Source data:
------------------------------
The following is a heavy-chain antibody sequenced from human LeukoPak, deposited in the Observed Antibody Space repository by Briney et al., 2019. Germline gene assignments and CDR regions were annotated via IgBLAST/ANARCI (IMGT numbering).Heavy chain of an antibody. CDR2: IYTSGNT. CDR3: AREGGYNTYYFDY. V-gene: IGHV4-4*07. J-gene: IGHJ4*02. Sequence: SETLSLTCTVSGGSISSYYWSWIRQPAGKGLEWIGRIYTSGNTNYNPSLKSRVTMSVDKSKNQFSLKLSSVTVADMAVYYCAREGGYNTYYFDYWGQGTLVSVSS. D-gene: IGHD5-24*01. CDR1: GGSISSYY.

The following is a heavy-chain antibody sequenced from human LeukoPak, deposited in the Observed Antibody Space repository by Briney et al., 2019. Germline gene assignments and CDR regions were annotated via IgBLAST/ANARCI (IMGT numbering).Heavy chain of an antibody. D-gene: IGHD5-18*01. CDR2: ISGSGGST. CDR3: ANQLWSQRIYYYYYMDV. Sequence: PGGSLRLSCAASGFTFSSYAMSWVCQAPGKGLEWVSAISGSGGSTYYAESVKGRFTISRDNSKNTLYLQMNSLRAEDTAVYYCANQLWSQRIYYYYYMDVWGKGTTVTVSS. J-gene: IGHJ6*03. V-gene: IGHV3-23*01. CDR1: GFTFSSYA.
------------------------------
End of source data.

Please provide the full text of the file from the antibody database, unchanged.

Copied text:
The following is a heavy-chain antibody sequenced from human LeukoPak, deposited in the Observed Antibody Space repository by Briney et al., 2019. Germline gene assignments and CDR regions were annotated via IgBLAST/ANARCI (IMGT numbering).Heavy chain of an antibody. CDR2: IYTSGNT. CDR3: AREGGYNTYYFDY. V-gene: IGHV4-4*07. J-gene: IGHJ4*02. Sequence: SETLSLTCTVSGGSISSYYWSWIRQPAGKGLEWIGRIYTSGNTNYNPSLKSRVTMSVDKSKNQFSLKLSSVTVADMAVYYCAREGGYNTYYFDYWGQGTLVSVSS. D-gene: IGHD5-24*01. CDR1: GGSISSYY.

The following is a heavy-chain antibody sequenced from human LeukoPak, deposited in the Observed Antibody Space repository by Briney et al., 2019. Germline gene assignments and CDR regions were annotated via IgBLAST/ANARCI (IMGT numbering).Heavy chain of an antibody. D-gene: IGHD5-18*01. CDR2: ISGSGGST. CDR3: ANQLWSQRIYYYYYMDV. Sequence: PGGSLRLSCAASGFTFSSYAMSWVCQAPGKGLEWVSAISGSGGSTYYAESVKGRFTISRDNSKNTLYLQMNSLRAEDTAVYYCANQLWSQRIYYYYYMDVWGKGTTVTVSS. J-gene: IGHJ6*03. V-gene: IGHV3-23*01. CDR1: GFTFSSYA.